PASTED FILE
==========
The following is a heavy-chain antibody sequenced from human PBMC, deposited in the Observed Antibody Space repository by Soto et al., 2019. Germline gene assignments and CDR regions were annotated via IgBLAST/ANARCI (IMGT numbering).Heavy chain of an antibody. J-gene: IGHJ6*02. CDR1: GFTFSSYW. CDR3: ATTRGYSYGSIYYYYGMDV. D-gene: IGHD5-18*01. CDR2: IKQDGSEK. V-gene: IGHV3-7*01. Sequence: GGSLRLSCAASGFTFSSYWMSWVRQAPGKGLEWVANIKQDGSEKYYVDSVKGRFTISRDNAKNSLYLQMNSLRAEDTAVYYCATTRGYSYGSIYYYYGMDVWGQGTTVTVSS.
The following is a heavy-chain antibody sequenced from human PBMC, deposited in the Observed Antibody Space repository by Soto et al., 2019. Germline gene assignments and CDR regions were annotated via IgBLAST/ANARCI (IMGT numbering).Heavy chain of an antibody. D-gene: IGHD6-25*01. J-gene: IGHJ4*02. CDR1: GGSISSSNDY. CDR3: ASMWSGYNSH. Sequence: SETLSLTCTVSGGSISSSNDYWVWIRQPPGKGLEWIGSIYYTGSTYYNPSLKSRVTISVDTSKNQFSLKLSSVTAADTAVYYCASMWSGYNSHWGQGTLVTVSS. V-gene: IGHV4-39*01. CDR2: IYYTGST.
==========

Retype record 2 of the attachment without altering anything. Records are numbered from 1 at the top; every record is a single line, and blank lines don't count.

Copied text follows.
The following is a heavy-chain antibody sequenced from human PBMC, deposited in the Observed Antibody Space repository by Soto et al., 2019. Germline gene assignments and CDR regions were annotated via IgBLAST/ANARCI (IMGT numbering).Heavy chain of an antibody. D-gene: IGHD6-25*01. J-gene: IGHJ4*02. CDR1: GGSISSSNDY. CDR3: ASMWSGYNSH. Sequence: SETLSLTCTVSGGSISSSNDYWVWIRQPPGKGLEWIGSIYYTGSTYYNPSLKSRVTISVDTSKNQFSLKLSSVTAADTAVYYCASMWSGYNSHWGQGTLVTVSS. V-gene: IGHV4-39*01. CDR2: IYYTGST.